He filled two missions to England. When he went on his missions he had sons old enough to run the farm. He was set apart for his first mission 9 October 1882. In the fall of 1889, Ephraim and Almira went to Logan in a wagon, stayed a week and did Temple work for relatives and friends.
Nine children were born to Almira and Ephraim. They were: Henry Benjamin, Ephraim Oscar, Almira Eveline, Lucy Leona, Emily Lavina, Leonard Rock, Blanch, Mabel, and Lee Lawrence. Three of the children died from the effects of diphtheria.
Ephraim took two other wives. The second wife was Mary Ann Cook, and four children were born of this union. Mary Ann died when her fourth child was born and Almira raised the children, though two of them died in infancy. The third wife was Jane Elizabeth Finch. She had been working for Almira and Almira made her wedding dress. Jane was the mother of nine children and was killed by lightning in 1907 in Wanship, Utah, where she was living with her family. Ephraim had to hide during the underground days and he and Jane and their children first went to Mexico, then came back and went to Canada where four children were born. When they came back, Ephraim bought a farm in Wanship and took Jane and her family there to live. When Jane died she still had children at home. Four were taken to Almira two years later. By that time Almira was badly crippled with arthritis so the oldest girl took care of the house until she married.
Ephraim loved good horses. He was a proud man and always drove a prancing horse as he rode around in his cart. He owned and operated a horsepower threshing machine for years. In those days, the farmers had to feed the threshers one or two meals depending on how much grain they had. When the men were fed at Almira's house and school was out, all the grandchildren had to go there and have a meal. Ephraim was a good provider and all his families were taken care of very well. No one ever came to his door without being fed if they were hungry.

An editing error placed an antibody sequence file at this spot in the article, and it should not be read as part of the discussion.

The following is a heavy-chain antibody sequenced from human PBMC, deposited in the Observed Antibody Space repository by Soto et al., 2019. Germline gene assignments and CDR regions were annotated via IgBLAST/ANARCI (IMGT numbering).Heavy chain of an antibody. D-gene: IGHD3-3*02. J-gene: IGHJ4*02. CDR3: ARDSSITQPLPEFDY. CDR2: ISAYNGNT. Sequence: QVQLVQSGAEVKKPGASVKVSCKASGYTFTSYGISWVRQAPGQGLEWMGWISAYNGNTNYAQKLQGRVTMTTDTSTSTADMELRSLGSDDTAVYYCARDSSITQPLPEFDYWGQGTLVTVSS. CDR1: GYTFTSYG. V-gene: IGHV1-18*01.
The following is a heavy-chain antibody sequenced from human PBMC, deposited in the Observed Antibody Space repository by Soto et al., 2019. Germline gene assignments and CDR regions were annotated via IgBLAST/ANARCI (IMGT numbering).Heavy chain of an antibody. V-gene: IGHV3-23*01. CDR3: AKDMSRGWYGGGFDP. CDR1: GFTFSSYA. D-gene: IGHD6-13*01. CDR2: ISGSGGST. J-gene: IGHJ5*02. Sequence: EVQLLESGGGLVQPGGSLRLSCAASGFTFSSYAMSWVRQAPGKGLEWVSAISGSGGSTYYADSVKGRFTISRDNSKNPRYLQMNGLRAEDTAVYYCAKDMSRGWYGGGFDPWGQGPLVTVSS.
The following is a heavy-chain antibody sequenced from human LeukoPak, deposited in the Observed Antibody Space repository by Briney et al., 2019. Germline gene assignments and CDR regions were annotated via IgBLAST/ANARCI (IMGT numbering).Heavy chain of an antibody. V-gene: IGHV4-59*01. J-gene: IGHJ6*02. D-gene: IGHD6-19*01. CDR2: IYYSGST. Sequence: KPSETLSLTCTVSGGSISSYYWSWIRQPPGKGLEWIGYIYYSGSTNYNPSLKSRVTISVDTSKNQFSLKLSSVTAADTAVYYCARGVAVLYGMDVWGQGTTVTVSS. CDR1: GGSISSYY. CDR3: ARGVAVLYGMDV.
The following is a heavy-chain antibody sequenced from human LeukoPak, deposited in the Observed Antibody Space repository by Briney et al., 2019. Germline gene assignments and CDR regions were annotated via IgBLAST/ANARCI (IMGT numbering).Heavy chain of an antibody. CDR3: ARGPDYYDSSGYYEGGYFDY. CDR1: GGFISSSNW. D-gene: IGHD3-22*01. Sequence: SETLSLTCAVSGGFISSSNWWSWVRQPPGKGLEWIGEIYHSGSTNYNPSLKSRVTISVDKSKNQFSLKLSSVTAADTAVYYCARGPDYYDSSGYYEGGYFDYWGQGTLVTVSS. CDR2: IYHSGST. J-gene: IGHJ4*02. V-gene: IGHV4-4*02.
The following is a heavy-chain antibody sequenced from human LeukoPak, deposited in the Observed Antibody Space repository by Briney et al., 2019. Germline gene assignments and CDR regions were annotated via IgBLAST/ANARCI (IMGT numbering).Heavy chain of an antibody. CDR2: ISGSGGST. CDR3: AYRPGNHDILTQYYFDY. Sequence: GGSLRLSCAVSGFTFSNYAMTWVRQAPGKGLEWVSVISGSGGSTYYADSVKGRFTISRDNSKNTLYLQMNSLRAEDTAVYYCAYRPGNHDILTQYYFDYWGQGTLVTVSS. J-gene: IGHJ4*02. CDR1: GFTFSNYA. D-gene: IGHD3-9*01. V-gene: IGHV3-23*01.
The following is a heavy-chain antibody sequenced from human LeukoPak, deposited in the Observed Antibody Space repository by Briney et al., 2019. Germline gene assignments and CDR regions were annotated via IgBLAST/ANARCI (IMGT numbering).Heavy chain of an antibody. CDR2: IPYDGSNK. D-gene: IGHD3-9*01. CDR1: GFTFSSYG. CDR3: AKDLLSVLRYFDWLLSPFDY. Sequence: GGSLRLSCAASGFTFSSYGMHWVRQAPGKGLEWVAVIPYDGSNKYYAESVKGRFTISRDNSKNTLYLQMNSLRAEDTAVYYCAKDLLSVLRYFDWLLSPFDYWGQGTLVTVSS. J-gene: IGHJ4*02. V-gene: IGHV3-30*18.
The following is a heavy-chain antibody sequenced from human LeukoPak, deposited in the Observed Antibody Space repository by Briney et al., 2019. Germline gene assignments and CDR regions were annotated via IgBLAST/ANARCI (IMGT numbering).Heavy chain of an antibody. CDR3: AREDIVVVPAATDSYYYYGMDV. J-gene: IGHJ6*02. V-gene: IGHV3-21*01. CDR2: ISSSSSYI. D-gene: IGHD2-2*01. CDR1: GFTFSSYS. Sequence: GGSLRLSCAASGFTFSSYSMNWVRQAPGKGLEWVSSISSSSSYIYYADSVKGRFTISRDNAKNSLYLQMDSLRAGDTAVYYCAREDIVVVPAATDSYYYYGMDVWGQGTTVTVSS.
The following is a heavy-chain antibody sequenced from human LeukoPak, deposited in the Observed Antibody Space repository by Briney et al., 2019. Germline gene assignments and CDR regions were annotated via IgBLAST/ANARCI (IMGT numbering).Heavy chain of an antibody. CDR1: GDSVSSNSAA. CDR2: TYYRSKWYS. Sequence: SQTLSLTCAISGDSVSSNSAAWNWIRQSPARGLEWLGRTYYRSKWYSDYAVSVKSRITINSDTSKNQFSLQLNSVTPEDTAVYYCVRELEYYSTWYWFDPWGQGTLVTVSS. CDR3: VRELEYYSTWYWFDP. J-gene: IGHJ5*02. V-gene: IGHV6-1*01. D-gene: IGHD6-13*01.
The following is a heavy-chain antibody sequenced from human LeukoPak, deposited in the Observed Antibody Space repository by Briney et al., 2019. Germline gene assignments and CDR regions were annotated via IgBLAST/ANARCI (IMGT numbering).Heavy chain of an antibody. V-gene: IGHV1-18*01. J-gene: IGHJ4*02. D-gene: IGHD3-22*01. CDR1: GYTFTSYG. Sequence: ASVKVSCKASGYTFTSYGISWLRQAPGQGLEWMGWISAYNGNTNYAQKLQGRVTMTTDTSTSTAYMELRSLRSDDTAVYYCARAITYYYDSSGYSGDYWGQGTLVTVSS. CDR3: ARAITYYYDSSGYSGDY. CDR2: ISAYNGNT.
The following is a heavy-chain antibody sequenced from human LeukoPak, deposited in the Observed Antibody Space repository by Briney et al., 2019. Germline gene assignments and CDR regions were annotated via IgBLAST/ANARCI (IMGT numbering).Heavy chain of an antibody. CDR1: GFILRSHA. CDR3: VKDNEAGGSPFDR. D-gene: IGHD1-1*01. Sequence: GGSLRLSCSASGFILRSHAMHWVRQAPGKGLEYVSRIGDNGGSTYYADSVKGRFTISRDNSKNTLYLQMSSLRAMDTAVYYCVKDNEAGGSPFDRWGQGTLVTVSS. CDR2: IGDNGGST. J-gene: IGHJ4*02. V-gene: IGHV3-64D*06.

Ephraim outlived all his wives. He died in his home at 39th South and Highland Drive on 26 May 1919, after a lingering illness. Surviving him were seven sons, eight daughters, and a large number of grand- and great-grandchildren.
Benjamin Williams (1807 - 1842)
Mary Ann Rock Pugh (1812 - 1895)
Almira North Williams (1843 - 1916)
Mary Ann Cook Williams (1847 - 1874)
Jane Elizabeth Finch Williams (1860 - 1907)
Henry Benjamin Williams (1864 - 1934)*
Ephraim Oscar Williams (1865 - 1950)*
Almira Eveline Williams Fairholm (1868 - 1922)*
Lucy Leona Williams (1870 - 1871)*
Emily Lavina Williams Miller (1872 - 1962)*
John Albert Williams (1872 - 1941)*
Leonard Rock Williams (1874 - 1877)*
Blanche Williams Miller (1877 - 1960)*
Leo Lawrence Williams (1885 - 1977)*
Josephine Josephia Williams Croxford (1893 - 1978)*
George Abraham Williams (1838 - 1907)*
Lucy Maria Williams Merrill (1840 - 1930)*
Ephraim Henry Williams (1842 - 1919)
Enoch Rock Pugh (1849 - 1920)**
Wasatch Lawn Memorial Park
Salt Lake City
Salt Lake County
Maintained by: Dragon Lady
Originally Created by: Anne
Record added: Apr 29, 2009
Find A Grave Memorial# 36546069